The battle to release the Tejo river from the grip of industrial pollution has gone to a new level as environmentalists accuse the Spanish government of failing to honour supply agreements.
According to Associação Zero, Spain has closed the tap not only on the struggling Tejo, but on flows into the Douro in the north and Guadiana in the south.
In the Douro, for example, Zero claims Spain has lopped the annual flow by 300 cubic hectometers – as much as three years of water-supply to Lisbon, explains tabloid Correio da Manhã.
And in the Guadiana, the agreement involving a daily flow of 2000 litres per second has been complied with for at least 44 days in the last 12-month period.
But it is in the Tejo that the situation is “most worrying”, as the little water that continues to be released by Spain is of “poor quality” due to the release of sewage it receives in Madrid, claims Zero’s vice-president Carla Graça.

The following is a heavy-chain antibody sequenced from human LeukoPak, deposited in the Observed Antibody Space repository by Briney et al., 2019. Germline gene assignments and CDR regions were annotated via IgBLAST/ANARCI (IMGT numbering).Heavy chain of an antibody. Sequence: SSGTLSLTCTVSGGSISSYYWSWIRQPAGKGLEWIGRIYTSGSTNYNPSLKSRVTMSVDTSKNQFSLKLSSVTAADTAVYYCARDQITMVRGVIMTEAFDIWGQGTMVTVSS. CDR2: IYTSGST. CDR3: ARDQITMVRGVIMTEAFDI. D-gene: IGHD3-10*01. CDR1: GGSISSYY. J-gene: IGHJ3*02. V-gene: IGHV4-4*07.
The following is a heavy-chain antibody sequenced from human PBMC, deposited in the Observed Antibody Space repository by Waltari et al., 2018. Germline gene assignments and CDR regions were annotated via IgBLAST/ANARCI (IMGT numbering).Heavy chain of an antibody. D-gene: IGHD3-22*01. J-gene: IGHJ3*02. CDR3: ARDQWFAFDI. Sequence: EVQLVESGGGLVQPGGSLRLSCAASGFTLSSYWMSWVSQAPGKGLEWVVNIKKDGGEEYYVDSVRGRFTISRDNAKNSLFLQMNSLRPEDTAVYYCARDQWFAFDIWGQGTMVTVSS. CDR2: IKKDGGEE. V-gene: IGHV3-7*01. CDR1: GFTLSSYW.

Zero is therefore piling pressure on environment minister João Pedro Matos Fernandes to make a stand when he meets Spanish counterpart Isabel Garcia Tejerina in Porto today to discuss mutual measures to cope with the Iberian Peninsula’s ongoing drought.
As CM explains, without Spanish compliance the situation in national dams already affected by poor water flows will only get worse.
Matos Fernandes’ ability to turn the situation around, however, is the big question – particularly bearing in mind that environmentalists’ fears of the safety of Almaraz nuclear plant on the Tejo’s banks, 1oo kms from national territory, have largely gone unheeded (click here).